Democracy for Iran! NOW IS THE TIME for a “Pussy March,” ladies.

It amazes me that I received these two Persian presents 15 years apart – yet the colour keys are virtually identical. The sight of them on my table makes me so happy.

“Even after all this time,

The Sun never says: ‘You owe me.’

Look what happens with a love like that:

It lights the world.”

–Hafiz

I have to say – and perhaps I have a selective memory, but I don’t think so – that every Persian person I have met or taught or worked with has been a smart, hard-working, impressive person.

Possibly it’s because many of the smart, hard-working, impressive people picked up and got out of Iran when the going was good, decades ago. Possibly it’s just baked into their culture….Homa Arjomand, who organized the globe to fight Sharia law in Ontario 2005 was born in Iran. Many of the students in my Carnegie classes (almost always engineers) were born in Iran.

One year, when I was hired to run the Taxis on Patrol program, we had 12 finalist “heroes” to honour, and 9 of them were from Iran. The winner, an incredibly humble man who really did not want to be awarded anything, had a knife pulled on him at the back of his cab. He popped the trunk, pushed the assailant in, and drove to 52 Division Police station.

“I need an officer to come out to my car,” he informed the desk clerk. “There is a man with a knife in my trunk.”

“What is it with Iranians, that they are so proactive they make 9 of 12 nominations in this program? What were you thinking when you locked that guy in the trunk?” I asked the cab driver.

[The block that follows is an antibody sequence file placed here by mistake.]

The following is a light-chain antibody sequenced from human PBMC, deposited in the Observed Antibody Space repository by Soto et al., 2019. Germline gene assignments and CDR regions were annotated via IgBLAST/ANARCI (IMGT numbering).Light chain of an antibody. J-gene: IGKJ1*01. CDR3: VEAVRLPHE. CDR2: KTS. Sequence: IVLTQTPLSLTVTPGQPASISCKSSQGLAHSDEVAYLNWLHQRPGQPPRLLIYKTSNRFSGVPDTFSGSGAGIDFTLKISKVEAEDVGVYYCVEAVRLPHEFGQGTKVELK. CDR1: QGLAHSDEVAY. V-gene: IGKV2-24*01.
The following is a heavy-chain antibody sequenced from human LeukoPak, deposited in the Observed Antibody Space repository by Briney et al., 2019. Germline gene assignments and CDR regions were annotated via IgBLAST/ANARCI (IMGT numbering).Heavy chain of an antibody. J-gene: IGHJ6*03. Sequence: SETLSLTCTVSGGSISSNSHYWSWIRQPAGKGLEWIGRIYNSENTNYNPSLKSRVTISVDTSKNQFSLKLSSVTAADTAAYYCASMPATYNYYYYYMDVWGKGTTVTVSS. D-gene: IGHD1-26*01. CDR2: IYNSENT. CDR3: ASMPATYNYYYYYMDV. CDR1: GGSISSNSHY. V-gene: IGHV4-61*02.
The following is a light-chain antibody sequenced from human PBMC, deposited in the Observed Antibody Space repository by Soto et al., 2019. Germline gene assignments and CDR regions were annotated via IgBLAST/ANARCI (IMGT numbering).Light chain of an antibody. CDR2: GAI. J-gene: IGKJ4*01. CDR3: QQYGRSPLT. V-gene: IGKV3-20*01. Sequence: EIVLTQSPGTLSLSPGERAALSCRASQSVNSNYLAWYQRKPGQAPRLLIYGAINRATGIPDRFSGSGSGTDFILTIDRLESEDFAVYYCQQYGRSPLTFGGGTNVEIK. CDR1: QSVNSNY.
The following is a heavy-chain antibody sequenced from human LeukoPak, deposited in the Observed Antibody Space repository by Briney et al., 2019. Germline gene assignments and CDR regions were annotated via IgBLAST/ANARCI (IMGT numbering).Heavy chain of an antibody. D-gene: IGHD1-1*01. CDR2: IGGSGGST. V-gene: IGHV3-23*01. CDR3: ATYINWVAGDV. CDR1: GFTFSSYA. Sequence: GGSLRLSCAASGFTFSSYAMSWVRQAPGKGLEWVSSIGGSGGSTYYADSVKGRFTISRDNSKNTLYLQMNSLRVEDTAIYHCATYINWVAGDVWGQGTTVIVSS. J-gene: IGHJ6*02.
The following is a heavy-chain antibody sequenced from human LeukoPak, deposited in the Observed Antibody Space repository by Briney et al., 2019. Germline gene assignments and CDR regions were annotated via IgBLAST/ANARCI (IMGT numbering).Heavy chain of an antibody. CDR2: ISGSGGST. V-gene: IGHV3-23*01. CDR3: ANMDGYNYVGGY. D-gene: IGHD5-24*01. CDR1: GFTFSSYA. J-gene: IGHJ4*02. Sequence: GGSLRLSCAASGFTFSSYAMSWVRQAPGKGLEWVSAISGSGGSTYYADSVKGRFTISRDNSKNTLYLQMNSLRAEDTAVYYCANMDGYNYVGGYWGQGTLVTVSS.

“Well, maybe it’s because where we come from, if you wait for the police, all the damage will be done before anybody comes to help you; so you help yourself. Besides,” he sighed, “that guy with the knife was so old and weak and spindly, he really could not have hurt anyone. I felt sorry for him.”

Imagine my delight when a Persian couple moved in across the street last summer. To welcome them, I made up a tiny paper plate of cookies to leave at their front door with a little “Welcome to Milligan Street” note. The next day, an ENORMOUS pink geranium appeared on my front porch, which bloomed for the entire summer.

A few months later, after a trip to ARZ, I made up a platter of dips and stuffed grape leaves and zucchini so I could “share the wealth” of my favourite store with them.

The next day, my neighbour appeared at my door with an absolutely gorgeous glass bowl for my dining room table. It sits atop a beautiful fabric runner which came from Shiraz, in Persia. (Shiraz is famous for two things: the grapes from which the popular wine is made, and the poet Hafiz.) I have given up trying to out-gift my Persian neighbours: it’s impossible.

Now, thousands of men and women in cities across Iran are protesting in the streets, demanding a Democratic government and better economic policies. I always felt the West let Iranians down during their Green Movement in 2009; I can’t do much now, but here is what Homa Arjomand is asking us to do:

  • Support the movement of people in Iran for freedom, equality, prosperity and secularism.
    • Distribute the news as soon as possible through various social media
    • Join the demonstration in support of people of Iran organized in the West by activists and freedom seekers
    • Request the Canadian government and all other Western governments to put pressure on the United Nations High Commissioner of Human Rights to adopt a resolution for closing down all Iranian Embassies around the world.

 

 

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